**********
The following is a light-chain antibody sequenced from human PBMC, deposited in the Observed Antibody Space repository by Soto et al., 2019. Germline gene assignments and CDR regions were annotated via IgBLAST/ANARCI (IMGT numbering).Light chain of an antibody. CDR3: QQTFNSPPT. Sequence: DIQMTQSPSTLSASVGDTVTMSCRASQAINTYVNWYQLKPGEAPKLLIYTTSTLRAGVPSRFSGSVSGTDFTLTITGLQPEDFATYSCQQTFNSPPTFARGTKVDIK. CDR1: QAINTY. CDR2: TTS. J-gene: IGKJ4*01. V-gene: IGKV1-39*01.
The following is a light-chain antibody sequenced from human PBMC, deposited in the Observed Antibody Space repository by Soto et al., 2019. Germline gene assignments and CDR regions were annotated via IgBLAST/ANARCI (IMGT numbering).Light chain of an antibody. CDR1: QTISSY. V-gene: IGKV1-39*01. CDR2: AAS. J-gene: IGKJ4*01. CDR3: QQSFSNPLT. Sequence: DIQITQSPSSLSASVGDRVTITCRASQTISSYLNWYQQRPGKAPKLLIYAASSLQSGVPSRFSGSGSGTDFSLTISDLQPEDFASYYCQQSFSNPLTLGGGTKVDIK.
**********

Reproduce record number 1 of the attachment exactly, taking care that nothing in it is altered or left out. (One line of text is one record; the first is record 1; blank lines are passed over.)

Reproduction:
The following is a light-chain antibody sequenced from human PBMC, deposited in the Observed Antibody Space repository by Soto et al., 2019. Germline gene assignments and CDR regions were annotated via IgBLAST/ANARCI (IMGT numbering).Light chain of an antibody. CDR3: QQTFNSPPT. Sequence: DIQMTQSPSTLSASVGDTVTMSCRASQAINTYVNWYQLKPGEAPKLLIYTTSTLRAGVPSRFSGSVSGTDFTLTITGLQPEDFATYSCQQTFNSPPTFARGTKVDIK. CDR1: QAINTY. CDR2: TTS. J-gene: IGKJ4*01. V-gene: IGKV1-39*01.